Radiology services continue in Southland despite lack of accreditation

The radiology departments of two public hospitals are so understaffed that they have lost their accreditation – but still continue to scan.

The Southland and Palmerston North services perform a full range of analyses, although they have too few doctors and technicians to meet international quality standards.

Health authorities say it’s completely safe, but haven’t explained what checks they do to make sure.

“Accreditation has been suspended but radiology departments at Southland and Palmerston Hospitals continue to perform tests safely for patients,” Health NZ said.

Palmerston North has less than half the senior radiology doctors it needs.

Southland was suspended for eight years.

Accreditation body IANZ told RNZ it only suspends services when it identifies “high risk” issues that have not been mitigated within a short, defined timeframe.

But it does not have the power to shut down services.

“IANZ does not have the power to stop the provision of services, we can only withdraw accreditation if it does not meet the international standards against which it is assessed,” said its chief executive, Dr. Brian Young.

“We trust” – HNZ

Te Whatu Ora Health NZ said RNZ patients were continuing to have MRI, CT, ultrasound, X-ray and nuclear medicine scans at the two hospitals “as they always have”.

Asked how he checked wards remain safe, he said: ‘We recognize that both hospitals are operating with less than full complement of radiology staff.

“We have confidence in the dedication and skills of our healthcare staff to continue to provide safe and effective care to the public.”

Palmerston North lost its IANZ approval in June 2021.

It has just 4.8 radiologists when it needs 11 – but could be reaccredited with a minimum of six, HNZ said.

“Although the hospital does not have enough full-time radiologists, it continues to safely provide comprehensive radiology services to patients.”

Southland lost its accreditation in 2014 – its number of digitization technicians (MIT) had dropped to 15.

These are now almost 32, and 36 are needed.

It has 2.8 radiologists and needs four.

Accreditation is not mandatory, although IANZ is the sole assessor of a service’s “competence” and checks that it complies with the New Zealand Code of Radiology Management Practice based on the international standards (ISO) and other relevant governance and regulatory criteria. .

Organizations that failed to comply had to find “robust” ways to manage risk or face suspension, Young said yesterday.

IANZ did not say what, if anything, Southland and Palmerston North tried to avoid the suspension.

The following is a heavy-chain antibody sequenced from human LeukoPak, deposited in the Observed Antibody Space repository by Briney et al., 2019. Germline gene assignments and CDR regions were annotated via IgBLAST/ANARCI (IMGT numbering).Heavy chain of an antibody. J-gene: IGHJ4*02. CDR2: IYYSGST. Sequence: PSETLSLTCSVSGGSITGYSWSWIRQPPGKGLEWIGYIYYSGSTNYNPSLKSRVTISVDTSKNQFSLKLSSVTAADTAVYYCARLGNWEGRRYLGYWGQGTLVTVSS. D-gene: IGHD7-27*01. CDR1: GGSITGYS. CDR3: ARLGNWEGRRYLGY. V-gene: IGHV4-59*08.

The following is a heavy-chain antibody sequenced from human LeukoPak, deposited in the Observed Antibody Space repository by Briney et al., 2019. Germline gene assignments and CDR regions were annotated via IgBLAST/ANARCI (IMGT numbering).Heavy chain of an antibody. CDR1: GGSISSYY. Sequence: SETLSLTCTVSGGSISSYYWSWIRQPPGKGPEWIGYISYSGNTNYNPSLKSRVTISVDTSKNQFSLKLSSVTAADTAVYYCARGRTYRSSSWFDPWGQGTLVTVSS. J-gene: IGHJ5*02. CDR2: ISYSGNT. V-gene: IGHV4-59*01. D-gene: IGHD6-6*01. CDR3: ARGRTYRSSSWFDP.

Health NZ said Southland could just about be reaccredited, after years of “tremendous financial effort” to rebuild, but was too busy.

“Due to understaffing and a busy department, it was difficult to get through the extensive document reviews required for a reassessment by IANZ.”

Hard pressed

Radiology is one of the most requested hospital services.

The national shortage of radiology doctors in public hospitals was 33% at the start of this year. Three districts were half short.

Doctors shared an investigation into the many problems shortages are causing, covering those on leave, finding time for training and trying to find replacements to fill the gaps, especially at regional hospitals, a said the Association of Salaried Medical Specialists.

An HNZ report obtained by RNZ last month described life-threatening issues with radiology IT in the central region that covers Palmerston North that required “extremely laborious” workarounds, placing even more of a burden on staff.

HNZ was unable to give the history of accreditation issues at either hospital, or say whether other public radiology services were struggling.

“Te Whatu Ora does not collect this particular information,” he said.

“Public radiology services continue to operate across the country.

“No district is reporting the suspension of public radiology services.

“The public can continue to have confidence in public radiology services that continue to operate to the highest possible standards.”

The agency is about to release its draft national health plan.

Staff shortages are certain to figure.

The government had short-term and long-term initiatives to recruit more radiology staff in a competitive global environment, HNZ told RNZ.

“In a perfect situation, we would be able to easily recruit and fully staff these departments.”

Despite the pressure, 2.5million exams were being performed a year and nearly all were done ‘within the waiting times’, HNZ claimed – although DHB reports through 2022 show districts are frequently missing out common six-week goals for MRIs and CT scans.

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